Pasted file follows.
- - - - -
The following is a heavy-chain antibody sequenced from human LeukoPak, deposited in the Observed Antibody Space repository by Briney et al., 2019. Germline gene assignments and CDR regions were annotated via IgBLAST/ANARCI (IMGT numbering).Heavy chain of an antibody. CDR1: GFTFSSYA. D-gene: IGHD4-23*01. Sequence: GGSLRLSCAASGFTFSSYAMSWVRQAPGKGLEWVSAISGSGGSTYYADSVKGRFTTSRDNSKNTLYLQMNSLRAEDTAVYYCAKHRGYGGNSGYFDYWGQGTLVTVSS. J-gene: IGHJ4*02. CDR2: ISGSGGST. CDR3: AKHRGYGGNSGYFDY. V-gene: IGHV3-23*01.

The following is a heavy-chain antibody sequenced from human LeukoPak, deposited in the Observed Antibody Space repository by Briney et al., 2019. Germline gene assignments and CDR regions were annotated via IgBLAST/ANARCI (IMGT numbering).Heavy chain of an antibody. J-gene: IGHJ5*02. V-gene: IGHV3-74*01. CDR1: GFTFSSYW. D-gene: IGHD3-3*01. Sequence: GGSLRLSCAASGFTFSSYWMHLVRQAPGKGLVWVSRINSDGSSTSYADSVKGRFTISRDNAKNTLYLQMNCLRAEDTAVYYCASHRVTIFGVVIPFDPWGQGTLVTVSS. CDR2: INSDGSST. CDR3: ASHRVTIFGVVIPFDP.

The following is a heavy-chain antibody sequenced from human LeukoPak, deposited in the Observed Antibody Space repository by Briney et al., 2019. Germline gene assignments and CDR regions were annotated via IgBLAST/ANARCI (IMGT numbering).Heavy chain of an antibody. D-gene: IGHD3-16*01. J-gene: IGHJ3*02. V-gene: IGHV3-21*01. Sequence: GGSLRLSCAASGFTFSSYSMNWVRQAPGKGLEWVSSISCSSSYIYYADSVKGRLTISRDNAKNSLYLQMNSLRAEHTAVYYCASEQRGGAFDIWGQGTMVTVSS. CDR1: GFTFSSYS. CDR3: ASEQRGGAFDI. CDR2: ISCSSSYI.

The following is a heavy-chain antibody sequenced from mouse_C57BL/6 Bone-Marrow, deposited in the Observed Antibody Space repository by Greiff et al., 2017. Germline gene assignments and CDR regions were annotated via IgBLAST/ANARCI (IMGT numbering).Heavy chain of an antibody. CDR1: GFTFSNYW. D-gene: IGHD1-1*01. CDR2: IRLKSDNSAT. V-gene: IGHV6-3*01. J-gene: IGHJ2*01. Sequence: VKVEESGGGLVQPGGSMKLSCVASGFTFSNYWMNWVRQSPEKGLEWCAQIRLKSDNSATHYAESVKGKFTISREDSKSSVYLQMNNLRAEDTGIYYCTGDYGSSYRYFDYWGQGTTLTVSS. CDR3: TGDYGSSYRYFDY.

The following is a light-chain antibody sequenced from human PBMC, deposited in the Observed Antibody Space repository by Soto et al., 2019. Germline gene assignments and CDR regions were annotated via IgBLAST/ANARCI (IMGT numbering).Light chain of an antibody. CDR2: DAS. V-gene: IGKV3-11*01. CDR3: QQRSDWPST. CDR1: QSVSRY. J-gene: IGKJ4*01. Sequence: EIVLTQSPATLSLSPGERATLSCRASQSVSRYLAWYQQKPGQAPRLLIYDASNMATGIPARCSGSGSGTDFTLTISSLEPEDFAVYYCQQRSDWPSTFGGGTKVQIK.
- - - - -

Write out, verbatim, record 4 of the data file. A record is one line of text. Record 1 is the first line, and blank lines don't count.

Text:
The following is a heavy-chain antibody sequenced from mouse_C57BL/6 Bone-Marrow, deposited in the Observed Antibody Space repository by Greiff et al., 2017. Germline gene assignments and CDR regions were annotated via IgBLAST/ANARCI (IMGT numbering).Heavy chain of an antibody. CDR1: GFTFSNYW. D-gene: IGHD1-1*01. CDR2: IRLKSDNSAT. V-gene: IGHV6-3*01. J-gene: IGHJ2*01. Sequence: VKVEESGGGLVQPGGSMKLSCVASGFTFSNYWMNWVRQSPEKGLEWCAQIRLKSDNSATHYAESVKGKFTISREDSKSSVYLQMNNLRAEDTGIYYCTGDYGSSYRYFDYWGQGTTLTVSS. CDR3: TGDYGSSYRYFDY.